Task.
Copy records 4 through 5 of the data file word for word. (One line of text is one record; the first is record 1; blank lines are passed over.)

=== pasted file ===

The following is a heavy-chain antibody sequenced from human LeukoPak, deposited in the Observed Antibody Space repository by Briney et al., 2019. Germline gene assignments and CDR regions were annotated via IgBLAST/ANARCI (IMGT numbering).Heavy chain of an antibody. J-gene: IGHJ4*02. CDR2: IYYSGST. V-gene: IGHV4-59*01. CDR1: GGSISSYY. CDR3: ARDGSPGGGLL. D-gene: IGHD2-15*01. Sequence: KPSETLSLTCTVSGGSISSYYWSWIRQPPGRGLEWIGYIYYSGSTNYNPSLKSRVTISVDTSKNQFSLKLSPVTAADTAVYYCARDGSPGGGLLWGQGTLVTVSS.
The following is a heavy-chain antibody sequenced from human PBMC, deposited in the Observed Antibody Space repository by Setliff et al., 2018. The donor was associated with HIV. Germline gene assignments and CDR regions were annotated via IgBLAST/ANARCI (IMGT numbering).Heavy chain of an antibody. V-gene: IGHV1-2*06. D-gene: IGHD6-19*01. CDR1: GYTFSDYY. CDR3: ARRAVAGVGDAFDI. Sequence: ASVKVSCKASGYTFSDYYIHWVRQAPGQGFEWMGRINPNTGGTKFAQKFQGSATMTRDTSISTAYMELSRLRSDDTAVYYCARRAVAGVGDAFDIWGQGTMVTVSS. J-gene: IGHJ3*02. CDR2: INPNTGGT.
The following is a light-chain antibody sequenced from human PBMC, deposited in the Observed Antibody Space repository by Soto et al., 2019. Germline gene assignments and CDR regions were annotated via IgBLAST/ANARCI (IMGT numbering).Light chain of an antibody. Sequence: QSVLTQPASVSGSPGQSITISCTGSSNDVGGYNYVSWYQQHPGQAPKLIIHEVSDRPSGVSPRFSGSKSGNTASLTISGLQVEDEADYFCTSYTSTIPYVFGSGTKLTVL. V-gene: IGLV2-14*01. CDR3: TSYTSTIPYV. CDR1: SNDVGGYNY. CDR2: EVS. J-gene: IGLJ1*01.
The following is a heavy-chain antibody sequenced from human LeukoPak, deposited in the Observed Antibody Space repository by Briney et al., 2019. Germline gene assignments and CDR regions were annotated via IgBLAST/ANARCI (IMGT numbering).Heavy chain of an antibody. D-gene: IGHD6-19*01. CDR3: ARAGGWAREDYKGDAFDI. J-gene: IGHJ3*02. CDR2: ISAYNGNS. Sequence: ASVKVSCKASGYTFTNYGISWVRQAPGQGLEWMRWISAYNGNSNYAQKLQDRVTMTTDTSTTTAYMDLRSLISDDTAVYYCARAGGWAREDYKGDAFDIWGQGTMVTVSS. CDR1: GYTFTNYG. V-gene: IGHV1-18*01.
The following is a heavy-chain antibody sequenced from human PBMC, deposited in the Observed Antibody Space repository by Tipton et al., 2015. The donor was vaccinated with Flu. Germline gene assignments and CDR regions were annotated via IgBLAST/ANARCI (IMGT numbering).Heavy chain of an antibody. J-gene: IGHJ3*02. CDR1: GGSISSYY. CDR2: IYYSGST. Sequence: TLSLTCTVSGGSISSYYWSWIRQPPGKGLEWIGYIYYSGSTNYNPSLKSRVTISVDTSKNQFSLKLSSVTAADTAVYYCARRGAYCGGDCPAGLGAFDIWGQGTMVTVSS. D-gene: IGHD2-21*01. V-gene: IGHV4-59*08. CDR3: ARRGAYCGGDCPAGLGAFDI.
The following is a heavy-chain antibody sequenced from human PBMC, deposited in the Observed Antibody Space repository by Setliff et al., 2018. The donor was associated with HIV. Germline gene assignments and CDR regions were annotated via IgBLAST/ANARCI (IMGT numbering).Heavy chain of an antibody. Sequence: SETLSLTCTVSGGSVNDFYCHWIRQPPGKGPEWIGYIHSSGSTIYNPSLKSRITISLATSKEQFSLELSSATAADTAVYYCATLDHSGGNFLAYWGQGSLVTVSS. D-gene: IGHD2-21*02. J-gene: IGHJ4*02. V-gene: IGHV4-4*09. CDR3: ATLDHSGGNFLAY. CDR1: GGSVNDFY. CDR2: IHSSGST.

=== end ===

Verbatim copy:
The following is a heavy-chain antibody sequenced from human LeukoPak, deposited in the Observed Antibody Space repository by Briney et al., 2019. Germline gene assignments and CDR regions were annotated via IgBLAST/ANARCI (IMGT numbering).Heavy chain of an antibody. D-gene: IGHD6-19*01. CDR3: ARAGGWAREDYKGDAFDI. J-gene: IGHJ3*02. CDR2: ISAYNGNS. Sequence: ASVKVSCKASGYTFTNYGISWVRQAPGQGLEWMRWISAYNGNSNYAQKLQDRVTMTTDTSTTTAYMDLRSLISDDTAVYYCARAGGWAREDYKGDAFDIWGQGTMVTVSS. CDR1: GYTFTNYG. V-gene: IGHV1-18*01.
The following is a heavy-chain antibody sequenced from human PBMC, deposited in the Observed Antibody Space repository by Tipton et al., 2015. The donor was vaccinated with Flu. Germline gene assignments and CDR regions were annotated via IgBLAST/ANARCI (IMGT numbering).Heavy chain of an antibody. J-gene: IGHJ3*02. CDR1: GGSISSYY. CDR2: IYYSGST. Sequence: TLSLTCTVSGGSISSYYWSWIRQPPGKGLEWIGYIYYSGSTNYNPSLKSRVTISVDTSKNQFSLKLSSVTAADTAVYYCARRGAYCGGDCPAGLGAFDIWGQGTMVTVSS. D-gene: IGHD2-21*01. V-gene: IGHV4-59*08. CDR3: ARRGAYCGGDCPAGLGAFDI.